Perinatal hypoxic-ischemic (HI) brain injury results in death or profound long-term neurologic disability in both children and adults. However, there is no effective pharmacological therapy due to a poor understanding of HI events, especially the initial triggers for hypoxic-ischemic injury such as disrupted ionic homeostasis and the lack of effective intervention strategy. In the present study, we showed that neonatal brains undergo a developmental increase in the disruption of K+ homeostasis during simulated ischemia, oxygen-glucose deprivation (OGD) and neonatal HI cortex has a triple phasic response (earlier attenuation, later enhancement, and then recovery) of disrupted K+ homeostasis to OGD. This response partially involves the activity of the δ-opioid receptor (DOR) since the earlier attenuation of ischemic disruption of K+ homeostasis could be blocked by DOR antagonism, while the later enhancement was reversed by DOR activation. Similar to DOR activation, acupuncture, a strategy to promote DOR activity, could partially reverse the later enhanced ischemic disruption of K+ homeostasis in the neonatal cortex. Since maintaining cellular K+ homeostasis and inhibiting excessive K+ fluxes in the early phase of hypoxic-ischemic insults may be of therapeutic benefit in the treatment of ischemic brain injury and related neurodegenerative conditions, and since many neurons and other cells can be rescued during the “window of opportunity” after HI insults, our first findings regarding the role of acupuncture and DOR in attenuating ischemic disruption of K+ homeostasis in the neonatal HI brain suggest a potential intervention therapy in the treatment of neonatal brain injury, especially hypoxic-ischemic encephalopathy.

Attenuating Ischemic Disruption of K+ Homeostasis in the Cortex of Hypoxic-Ischemic Neonatal Rats: DOR Activation vs. Acupuncture Treatment

BALBONI, GIANFRANCO;
2016

Abstract

Perinatal hypoxic-ischemic (HI) brain injury results in death or profound long-term neurologic disability in both children and adults. However, there is no effective pharmacological therapy due to a poor understanding of HI events, especially the initial triggers for hypoxic-ischemic injury such as disrupted ionic homeostasis and the lack of effective intervention strategy. In the present study, we showed that neonatal brains undergo a developmental increase in the disruption of K+ homeostasis during simulated ischemia, oxygen-glucose deprivation (OGD) and neonatal HI cortex has a triple phasic response (earlier attenuation, later enhancement, and then recovery) of disrupted K+ homeostasis to OGD. This response partially involves the activity of the δ-opioid receptor (DOR) since the earlier attenuation of ischemic disruption of K+ homeostasis could be blocked by DOR antagonism, while the later enhancement was reversed by DOR activation. Similar to DOR activation, acupuncture, a strategy to promote DOR activity, could partially reverse the later enhanced ischemic disruption of K+ homeostasis in the neonatal cortex. Since maintaining cellular K+ homeostasis and inhibiting excessive K+ fluxes in the early phase of hypoxic-ischemic insults may be of therapeutic benefit in the treatment of ischemic brain injury and related neurodegenerative conditions, and since many neurons and other cells can be rescued during the “window of opportunity” after HI insults, our first findings regarding the role of acupuncture and DOR in attenuating ischemic disruption of K+ homeostasis in the neonatal HI brain suggest a potential intervention therapy in the treatment of neonatal brain injury, especially hypoxic-ischemic encephalopathy.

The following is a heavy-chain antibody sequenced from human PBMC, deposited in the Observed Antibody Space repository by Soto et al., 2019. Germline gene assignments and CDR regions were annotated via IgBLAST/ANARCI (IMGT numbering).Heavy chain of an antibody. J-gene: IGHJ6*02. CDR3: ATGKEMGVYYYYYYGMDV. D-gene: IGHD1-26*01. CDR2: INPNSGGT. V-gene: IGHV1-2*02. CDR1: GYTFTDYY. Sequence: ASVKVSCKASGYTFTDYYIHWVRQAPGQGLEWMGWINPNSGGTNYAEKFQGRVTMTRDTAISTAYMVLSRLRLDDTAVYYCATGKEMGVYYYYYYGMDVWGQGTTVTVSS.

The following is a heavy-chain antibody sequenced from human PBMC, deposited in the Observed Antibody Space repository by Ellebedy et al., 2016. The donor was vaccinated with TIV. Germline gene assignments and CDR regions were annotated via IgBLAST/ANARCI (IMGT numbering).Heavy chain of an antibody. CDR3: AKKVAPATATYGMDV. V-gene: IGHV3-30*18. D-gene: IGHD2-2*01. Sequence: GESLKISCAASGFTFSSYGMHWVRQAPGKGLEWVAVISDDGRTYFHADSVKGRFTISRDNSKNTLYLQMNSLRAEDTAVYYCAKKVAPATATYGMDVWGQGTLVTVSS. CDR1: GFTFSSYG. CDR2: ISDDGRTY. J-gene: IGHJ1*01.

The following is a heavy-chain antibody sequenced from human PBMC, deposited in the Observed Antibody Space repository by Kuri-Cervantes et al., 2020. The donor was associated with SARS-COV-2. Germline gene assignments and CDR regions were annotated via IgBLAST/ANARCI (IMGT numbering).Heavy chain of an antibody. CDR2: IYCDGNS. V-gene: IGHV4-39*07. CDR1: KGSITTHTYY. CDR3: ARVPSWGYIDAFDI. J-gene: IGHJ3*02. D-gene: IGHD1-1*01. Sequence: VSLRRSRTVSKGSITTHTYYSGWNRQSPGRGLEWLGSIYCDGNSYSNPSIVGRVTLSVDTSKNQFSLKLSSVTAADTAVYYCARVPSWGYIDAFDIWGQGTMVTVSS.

Acupuncture; Cortex; K+ homeostasis; Neonatal hypoxia-ischemia; Neuroprotection; δ-opioid receptor; Cellular and Molecular Neuroscience
File in questo prodotto:
File Dimensione Formato  
Molecular Neurobiology 2016.pdf

Solo gestori archivio

Tipologia: versione editoriale
Dimensione 1.41 MB
Formato Adobe PDF
1.41 MB Adobe PDF   Visualizza/Apri   Richiedi una copia

I documenti in IRIS sono protetti da copyright e tutti i diritti sono riservati, salvo diversa indicazione.

Utilizza questo identificativo per citare o creare un link a questo documento: https://hdl.handle.net/11584/194584
Citazioni
  • ???jsp.display-item.citation.pmc??? 5
  • Scopus 9
  • ???jsp.display-item.citation.isi??? 8
social impact